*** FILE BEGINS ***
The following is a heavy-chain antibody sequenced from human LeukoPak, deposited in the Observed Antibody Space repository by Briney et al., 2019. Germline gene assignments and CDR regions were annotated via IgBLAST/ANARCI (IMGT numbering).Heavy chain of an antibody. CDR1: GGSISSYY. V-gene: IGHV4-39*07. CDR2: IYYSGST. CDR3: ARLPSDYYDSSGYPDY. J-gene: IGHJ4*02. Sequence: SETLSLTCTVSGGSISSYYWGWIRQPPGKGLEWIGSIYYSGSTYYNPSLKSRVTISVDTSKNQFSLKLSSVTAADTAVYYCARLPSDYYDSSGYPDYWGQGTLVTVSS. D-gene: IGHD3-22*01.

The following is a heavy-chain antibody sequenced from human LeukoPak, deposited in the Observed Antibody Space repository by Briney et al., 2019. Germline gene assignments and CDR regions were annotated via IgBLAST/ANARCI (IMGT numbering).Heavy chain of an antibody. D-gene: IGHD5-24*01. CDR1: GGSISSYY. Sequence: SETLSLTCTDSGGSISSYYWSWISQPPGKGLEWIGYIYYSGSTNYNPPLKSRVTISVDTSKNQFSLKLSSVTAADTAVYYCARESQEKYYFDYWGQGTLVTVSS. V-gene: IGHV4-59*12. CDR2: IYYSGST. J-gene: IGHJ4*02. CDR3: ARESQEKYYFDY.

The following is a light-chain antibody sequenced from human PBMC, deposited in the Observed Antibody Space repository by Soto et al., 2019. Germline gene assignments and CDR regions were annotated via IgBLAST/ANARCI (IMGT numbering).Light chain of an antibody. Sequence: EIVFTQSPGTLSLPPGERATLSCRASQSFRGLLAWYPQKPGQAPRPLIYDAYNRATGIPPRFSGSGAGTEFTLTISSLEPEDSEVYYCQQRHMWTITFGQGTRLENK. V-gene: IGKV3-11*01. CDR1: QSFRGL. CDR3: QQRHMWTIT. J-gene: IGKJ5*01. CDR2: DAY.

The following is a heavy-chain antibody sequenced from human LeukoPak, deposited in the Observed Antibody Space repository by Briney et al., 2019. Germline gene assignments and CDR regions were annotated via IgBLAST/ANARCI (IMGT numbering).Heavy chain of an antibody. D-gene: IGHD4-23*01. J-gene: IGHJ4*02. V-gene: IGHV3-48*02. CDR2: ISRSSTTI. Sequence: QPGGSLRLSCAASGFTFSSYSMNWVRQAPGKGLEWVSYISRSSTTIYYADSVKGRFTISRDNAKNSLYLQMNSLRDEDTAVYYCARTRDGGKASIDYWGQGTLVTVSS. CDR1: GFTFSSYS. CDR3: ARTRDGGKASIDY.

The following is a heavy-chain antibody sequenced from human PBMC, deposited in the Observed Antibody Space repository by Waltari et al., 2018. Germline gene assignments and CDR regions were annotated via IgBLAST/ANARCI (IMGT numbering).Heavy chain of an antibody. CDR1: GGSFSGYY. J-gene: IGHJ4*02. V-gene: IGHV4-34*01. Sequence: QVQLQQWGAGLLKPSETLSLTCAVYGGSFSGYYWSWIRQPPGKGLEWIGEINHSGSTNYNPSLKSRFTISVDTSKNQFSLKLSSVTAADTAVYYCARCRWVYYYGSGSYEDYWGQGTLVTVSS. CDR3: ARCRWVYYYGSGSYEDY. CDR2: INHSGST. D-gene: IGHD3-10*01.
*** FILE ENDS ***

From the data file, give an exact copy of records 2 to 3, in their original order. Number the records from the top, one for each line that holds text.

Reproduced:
The following is a heavy-chain antibody sequenced from human LeukoPak, deposited in the Observed Antibody Space repository by Briney et al., 2019. Germline gene assignments and CDR regions were annotated via IgBLAST/ANARCI (IMGT numbering).Heavy chain of an antibody. D-gene: IGHD5-24*01. CDR1: GGSISSYY. Sequence: SETLSLTCTDSGGSISSYYWSWISQPPGKGLEWIGYIYYSGSTNYNPPLKSRVTISVDTSKNQFSLKLSSVTAADTAVYYCARESQEKYYFDYWGQGTLVTVSS. V-gene: IGHV4-59*12. CDR2: IYYSGST. J-gene: IGHJ4*02. CDR3: ARESQEKYYFDY.

The following is a light-chain antibody sequenced from human PBMC, deposited in the Observed Antibody Space repository by Soto et al., 2019. Germline gene assignments and CDR regions were annotated via IgBLAST/ANARCI (IMGT numbering).Light chain of an antibody. Sequence: EIVFTQSPGTLSLPPGERATLSCRASQSFRGLLAWYPQKPGQAPRPLIYDAYNRATGIPPRFSGSGAGTEFTLTISSLEPEDSEVYYCQQRHMWTITFGQGTRLENK. V-gene: IGKV3-11*01. CDR1: QSFRGL. CDR3: QQRHMWTIT. J-gene: IGKJ5*01. CDR2: DAY.